Writers write stories about the human experience, part of that can include race/gender/class POVs, but it might not.

      Having diversity in stories is important, because it's a reflection of the world we live. Audiences want to see themselves represented in the stories they watch. It's that simple.

      Have I let everything that's happened 2020/2021 get too far into my head? Am I over thinking this? Should I just write to the best of my ability and let the market decide?
      Being sensitive to people in the world isn't going too far, imo. Including diverse groups of people broadens your audience. All good there. But you might be overthinking the fact that you should worry about it. You can't change the fact that you're a white man. Nor can you change what others will think of you-- so, don't worry about those things. Life is unfair and generous at the same time, but it's also too short.

      So, focus on what you can control-- your story.

      "Let the market decide?"

      Well, let's be honest, the entertainment industry executives are still predominately white men. White men are deciding what the market is and wants. So, as a writer you can either give them what you think they want or write the best story with the best characters, right? Executives will make shows they believe will give them the return on their investment.

      I mean, just look at how many superhero movies there have been in the past 2 decades. Those are feel-good stories. They have diverse characters, but they aren't telling diverse stories. So, it depends on what kind of story you want to tell. And, to be clear, there's nothing wrong with telling feel-good stories.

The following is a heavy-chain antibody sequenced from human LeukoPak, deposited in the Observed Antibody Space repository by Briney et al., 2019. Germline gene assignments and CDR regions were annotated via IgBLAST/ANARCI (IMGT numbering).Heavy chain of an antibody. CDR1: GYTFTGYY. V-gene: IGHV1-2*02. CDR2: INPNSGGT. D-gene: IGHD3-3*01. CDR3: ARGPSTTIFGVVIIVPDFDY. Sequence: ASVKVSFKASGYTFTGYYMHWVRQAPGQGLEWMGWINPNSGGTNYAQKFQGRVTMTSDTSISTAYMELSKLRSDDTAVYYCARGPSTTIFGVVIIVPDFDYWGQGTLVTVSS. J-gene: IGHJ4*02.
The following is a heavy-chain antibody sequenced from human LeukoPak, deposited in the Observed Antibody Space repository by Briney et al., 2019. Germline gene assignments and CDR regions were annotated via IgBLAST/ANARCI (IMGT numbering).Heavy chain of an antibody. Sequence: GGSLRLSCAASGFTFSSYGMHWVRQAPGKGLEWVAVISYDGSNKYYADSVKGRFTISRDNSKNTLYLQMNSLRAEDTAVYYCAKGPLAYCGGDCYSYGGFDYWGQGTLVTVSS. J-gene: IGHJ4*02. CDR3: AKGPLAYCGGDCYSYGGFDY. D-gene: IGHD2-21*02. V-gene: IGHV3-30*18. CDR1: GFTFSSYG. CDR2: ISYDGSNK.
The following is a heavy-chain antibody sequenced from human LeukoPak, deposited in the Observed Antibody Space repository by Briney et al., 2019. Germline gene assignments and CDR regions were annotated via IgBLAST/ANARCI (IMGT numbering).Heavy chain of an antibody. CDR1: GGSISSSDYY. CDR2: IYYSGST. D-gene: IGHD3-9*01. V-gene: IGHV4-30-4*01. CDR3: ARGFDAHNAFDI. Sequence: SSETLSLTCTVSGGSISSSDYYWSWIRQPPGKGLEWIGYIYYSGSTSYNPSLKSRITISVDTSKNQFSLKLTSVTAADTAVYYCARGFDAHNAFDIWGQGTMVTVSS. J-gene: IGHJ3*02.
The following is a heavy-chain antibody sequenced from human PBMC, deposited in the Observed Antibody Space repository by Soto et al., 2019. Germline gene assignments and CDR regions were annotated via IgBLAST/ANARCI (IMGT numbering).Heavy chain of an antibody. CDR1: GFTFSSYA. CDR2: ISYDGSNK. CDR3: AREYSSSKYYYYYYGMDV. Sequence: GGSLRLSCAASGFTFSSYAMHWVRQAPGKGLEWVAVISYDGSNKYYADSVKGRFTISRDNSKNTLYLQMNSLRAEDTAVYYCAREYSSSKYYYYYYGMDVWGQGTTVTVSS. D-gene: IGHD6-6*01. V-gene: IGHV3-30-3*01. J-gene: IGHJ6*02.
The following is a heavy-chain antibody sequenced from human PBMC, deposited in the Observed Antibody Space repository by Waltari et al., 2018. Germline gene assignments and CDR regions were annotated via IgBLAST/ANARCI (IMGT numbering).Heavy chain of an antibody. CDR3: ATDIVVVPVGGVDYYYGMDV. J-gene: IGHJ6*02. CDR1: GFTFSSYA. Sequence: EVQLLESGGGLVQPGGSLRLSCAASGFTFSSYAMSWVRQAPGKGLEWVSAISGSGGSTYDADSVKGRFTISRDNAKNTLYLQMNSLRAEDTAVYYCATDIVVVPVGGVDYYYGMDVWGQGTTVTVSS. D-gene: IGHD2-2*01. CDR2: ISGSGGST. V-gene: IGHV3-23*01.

I'd value some input - Thanks!
      "Learn the rules like a pro, so you can break them like an artist,- Pablo Picasso

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      • #18
        I'd love for someone to tell David Simon he's not allowed to write characters of other races and see what he says. The Wire being one of the best shows, ever...

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        • #19
          Originally posted by Bono View Post
          I just write characters mostly. So my main guy is say Seth. He's a dad. I'm thinking white Jewish guy as I am one, but I'm be happy if it's played by Kevin Hart. Who cares? Isn't' that the place we should be getting toward? I find it so counter productive to box in everyone.
          That's the way I try to do it.
          STANDARD DISCLAIMER: I'm a wannabe, take whatever I write with a huge grain of salt.

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          • #20
            Happy Thanksgiving eve. I've come out of occasional lurk mode because this is an interesting topic.